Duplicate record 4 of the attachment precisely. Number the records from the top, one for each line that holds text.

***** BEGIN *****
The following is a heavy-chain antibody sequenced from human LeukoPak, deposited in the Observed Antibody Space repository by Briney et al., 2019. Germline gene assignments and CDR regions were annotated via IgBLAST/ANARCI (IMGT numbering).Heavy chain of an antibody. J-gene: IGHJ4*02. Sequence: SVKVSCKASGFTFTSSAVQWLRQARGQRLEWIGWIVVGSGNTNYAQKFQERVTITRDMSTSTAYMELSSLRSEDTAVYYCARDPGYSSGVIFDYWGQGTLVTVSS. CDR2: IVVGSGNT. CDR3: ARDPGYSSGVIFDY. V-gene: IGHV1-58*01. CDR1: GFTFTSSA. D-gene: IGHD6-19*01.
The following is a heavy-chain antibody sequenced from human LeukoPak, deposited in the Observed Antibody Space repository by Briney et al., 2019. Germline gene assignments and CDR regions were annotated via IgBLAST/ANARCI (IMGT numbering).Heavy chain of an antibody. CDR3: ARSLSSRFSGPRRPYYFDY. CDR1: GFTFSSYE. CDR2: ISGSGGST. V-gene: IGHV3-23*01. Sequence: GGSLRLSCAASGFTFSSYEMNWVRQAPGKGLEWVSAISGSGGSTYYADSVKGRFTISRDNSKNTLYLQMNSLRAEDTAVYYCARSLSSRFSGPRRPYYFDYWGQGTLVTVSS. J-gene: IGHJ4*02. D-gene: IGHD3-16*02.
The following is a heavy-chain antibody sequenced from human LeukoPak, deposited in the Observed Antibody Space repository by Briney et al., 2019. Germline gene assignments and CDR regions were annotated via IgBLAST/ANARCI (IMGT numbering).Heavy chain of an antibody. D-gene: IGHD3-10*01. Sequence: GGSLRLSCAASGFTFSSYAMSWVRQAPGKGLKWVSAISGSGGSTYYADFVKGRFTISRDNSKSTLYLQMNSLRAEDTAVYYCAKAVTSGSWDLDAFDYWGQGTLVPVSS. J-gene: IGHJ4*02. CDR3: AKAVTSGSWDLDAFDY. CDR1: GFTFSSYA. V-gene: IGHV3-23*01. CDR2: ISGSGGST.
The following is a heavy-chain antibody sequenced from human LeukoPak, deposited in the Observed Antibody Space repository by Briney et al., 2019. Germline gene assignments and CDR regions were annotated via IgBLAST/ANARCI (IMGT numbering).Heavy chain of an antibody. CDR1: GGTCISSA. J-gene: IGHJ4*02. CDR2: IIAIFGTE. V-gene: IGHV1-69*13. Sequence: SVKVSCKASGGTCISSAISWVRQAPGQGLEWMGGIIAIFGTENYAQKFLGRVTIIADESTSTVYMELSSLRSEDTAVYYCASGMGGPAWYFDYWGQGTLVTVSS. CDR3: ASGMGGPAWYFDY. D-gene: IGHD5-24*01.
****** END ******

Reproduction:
The following is a heavy-chain antibody sequenced from human LeukoPak, deposited in the Observed Antibody Space repository by Briney et al., 2019. Germline gene assignments and CDR regions were annotated via IgBLAST/ANARCI (IMGT numbering).Heavy chain of an antibody. CDR1: GGTCISSA. J-gene: IGHJ4*02. CDR2: IIAIFGTE. V-gene: IGHV1-69*13. Sequence: SVKVSCKASGGTCISSAISWVRQAPGQGLEWMGGIIAIFGTENYAQKFLGRVTIIADESTSTVYMELSSLRSEDTAVYYCASGMGGPAWYFDYWGQGTLVTVSS. CDR3: ASGMGGPAWYFDY. D-gene: IGHD5-24*01.